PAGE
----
Roaring Twenties themed talks and teas at Blenheim Palace

For those groups thinking of a trip to Blenheim Palace over the next few months, the Oxfordshire attraction is giving you the chance to travel back in time to the Roaring Twenties with the new exhibition ‘Let’s Misbehave – Blenheim Palace in the 1920s’ then enjoy an insightful talk in the Indian Room followed by a themed afternoon tea in the Orangery Restaurant.

Running until 13th April, ‘Let’s Misbehave – Blenheim Palace in the 1920s’ is a fascinating insight into the heady world of the upper classes in a time of great social, artistic and political change. Discover the aesthetic, and often shocking, world of Strachey, Woolf, Vanessa Bell, Duncan Grant, Maynard Keynes and Adrian Stephen as you see portraits around the exhibition.

The themed talks and teas will be running on Wednesdays at 2.30pm until 8th April. Speakers include, on Wednesday 1st April, Blenheim Palace’s own researcher, Antonia Keaney, who will be talking about ‘A Passion for (Twenties) Fashion’. She will explore how the Marlboroughs and their friends embraced 1920s fashions and quickly adapted to the exciting changes in both outerwear and underwear, moving swiftly away from the extreme constrictions of the Victorian era to fall upon the styles of the liberated 1920s.

On Wednesday 8th April, Michael Waterhouse, author of ‘The Churchill Who Saved Blenheim’, will be talking about the 9th Duke of Marlborough who married Consuelo Vanderbilt, famously known as the Dollar Princess, to secure the fortunes of the Oxfordshire Palace.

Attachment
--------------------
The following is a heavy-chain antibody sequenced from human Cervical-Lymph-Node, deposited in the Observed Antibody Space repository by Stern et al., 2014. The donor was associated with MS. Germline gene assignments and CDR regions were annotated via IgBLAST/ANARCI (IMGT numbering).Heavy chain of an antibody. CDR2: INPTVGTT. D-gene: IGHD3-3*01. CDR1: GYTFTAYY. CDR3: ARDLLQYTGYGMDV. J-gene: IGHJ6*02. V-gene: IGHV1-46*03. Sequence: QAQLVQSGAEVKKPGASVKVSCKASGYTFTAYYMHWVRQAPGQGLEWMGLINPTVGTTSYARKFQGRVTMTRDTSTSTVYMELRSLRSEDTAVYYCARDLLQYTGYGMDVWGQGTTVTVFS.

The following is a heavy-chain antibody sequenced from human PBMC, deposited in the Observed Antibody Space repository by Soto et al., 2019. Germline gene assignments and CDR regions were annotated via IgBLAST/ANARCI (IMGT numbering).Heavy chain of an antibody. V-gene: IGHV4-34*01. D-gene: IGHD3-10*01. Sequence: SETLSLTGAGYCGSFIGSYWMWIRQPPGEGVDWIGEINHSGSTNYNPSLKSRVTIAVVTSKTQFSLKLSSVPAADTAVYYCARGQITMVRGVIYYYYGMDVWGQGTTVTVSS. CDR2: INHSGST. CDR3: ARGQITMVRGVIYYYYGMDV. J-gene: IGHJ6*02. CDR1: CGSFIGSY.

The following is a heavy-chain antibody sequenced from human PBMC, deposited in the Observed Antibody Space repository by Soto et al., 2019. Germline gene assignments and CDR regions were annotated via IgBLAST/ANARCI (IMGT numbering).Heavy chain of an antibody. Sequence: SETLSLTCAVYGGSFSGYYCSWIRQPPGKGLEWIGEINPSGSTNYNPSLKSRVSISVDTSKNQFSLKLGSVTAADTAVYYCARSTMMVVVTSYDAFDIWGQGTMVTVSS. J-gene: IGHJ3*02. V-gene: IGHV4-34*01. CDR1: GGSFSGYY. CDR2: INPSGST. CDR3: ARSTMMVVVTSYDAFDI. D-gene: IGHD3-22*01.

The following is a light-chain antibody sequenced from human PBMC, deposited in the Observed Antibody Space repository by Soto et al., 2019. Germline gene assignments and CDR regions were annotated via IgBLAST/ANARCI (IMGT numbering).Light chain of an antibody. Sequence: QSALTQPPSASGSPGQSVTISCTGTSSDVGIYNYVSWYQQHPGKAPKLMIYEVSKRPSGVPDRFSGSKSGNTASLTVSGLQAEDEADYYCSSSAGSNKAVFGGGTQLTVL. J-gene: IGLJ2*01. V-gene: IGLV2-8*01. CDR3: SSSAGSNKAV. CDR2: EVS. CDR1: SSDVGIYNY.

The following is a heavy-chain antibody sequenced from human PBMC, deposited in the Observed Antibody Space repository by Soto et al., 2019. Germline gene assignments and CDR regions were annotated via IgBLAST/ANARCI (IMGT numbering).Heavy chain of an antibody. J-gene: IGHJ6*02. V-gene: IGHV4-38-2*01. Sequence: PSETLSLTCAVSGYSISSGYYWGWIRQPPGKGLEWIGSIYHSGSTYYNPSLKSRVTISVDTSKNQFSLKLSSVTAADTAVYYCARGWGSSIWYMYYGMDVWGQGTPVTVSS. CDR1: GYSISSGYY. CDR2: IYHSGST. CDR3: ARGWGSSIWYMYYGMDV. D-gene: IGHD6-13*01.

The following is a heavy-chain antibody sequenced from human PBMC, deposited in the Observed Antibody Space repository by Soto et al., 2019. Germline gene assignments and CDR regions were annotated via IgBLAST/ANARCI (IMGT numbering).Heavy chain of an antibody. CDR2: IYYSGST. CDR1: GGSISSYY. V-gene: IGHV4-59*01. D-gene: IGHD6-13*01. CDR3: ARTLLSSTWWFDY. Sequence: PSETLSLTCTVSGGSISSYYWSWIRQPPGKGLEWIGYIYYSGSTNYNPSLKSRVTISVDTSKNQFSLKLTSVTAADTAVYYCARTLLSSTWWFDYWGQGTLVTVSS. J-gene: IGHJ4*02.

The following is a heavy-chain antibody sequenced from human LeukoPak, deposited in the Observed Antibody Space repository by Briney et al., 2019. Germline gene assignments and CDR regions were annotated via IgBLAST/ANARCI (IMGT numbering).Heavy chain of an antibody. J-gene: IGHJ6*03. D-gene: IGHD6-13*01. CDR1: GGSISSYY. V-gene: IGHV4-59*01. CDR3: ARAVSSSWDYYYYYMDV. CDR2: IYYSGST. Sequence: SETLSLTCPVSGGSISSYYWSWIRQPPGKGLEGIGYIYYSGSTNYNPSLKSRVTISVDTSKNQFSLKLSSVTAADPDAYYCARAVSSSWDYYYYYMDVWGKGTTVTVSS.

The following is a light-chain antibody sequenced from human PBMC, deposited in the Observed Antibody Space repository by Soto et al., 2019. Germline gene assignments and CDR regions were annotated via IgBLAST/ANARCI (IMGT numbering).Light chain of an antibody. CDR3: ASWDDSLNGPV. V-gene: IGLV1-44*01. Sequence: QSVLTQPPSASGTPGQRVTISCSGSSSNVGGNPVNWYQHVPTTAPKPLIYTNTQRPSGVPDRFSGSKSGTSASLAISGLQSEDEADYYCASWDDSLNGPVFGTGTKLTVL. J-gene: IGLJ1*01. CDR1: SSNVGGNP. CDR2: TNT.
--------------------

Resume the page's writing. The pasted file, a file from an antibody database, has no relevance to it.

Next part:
Each talk will be followed by a Twenties-themed Afternoon Tea, bringing to life the delicious elements of the decadent decade and all-time favourite dishes. These include savoury bites of Chicken Croquettes, inspired by the Ybor City cigar factory workers’ strike, and the Oxford Savoury – crayfish and cod roe butter on toast.  Sweet treats include boozy cakes, custard and rhubarb; all of which became popular in the age of decadence. Guests can indulge on a selection of cakes and pastries, such as a pineapple ‘Upside down’ cake, a Lime financier, Rhubarb and custard delice, a Rose and white chocolate pistachio macaron, and the Black Forest tart.

To celebrate the age of wild, boozy parties, mixologists at the palace have created the ‘Gin Rickey cocktail’, a heady concoction made with Oxford Toad Gin. A perfect match to sip whilst enjoying the afternoon tea, the cocktail also made an appearance in Scott Fitzgerald’s 1925 classic The Great Gatsby. A non-alcoholic version made with Seedlip Garden 108 is also available. For the champagne afternoon tea traditionalists, guests can experience the glamour of 1920s with a Taittinger Brut Reserve, served in beautiful champagne coupes.

Themed talks and teas must be booked in advance; visit for full details and booking.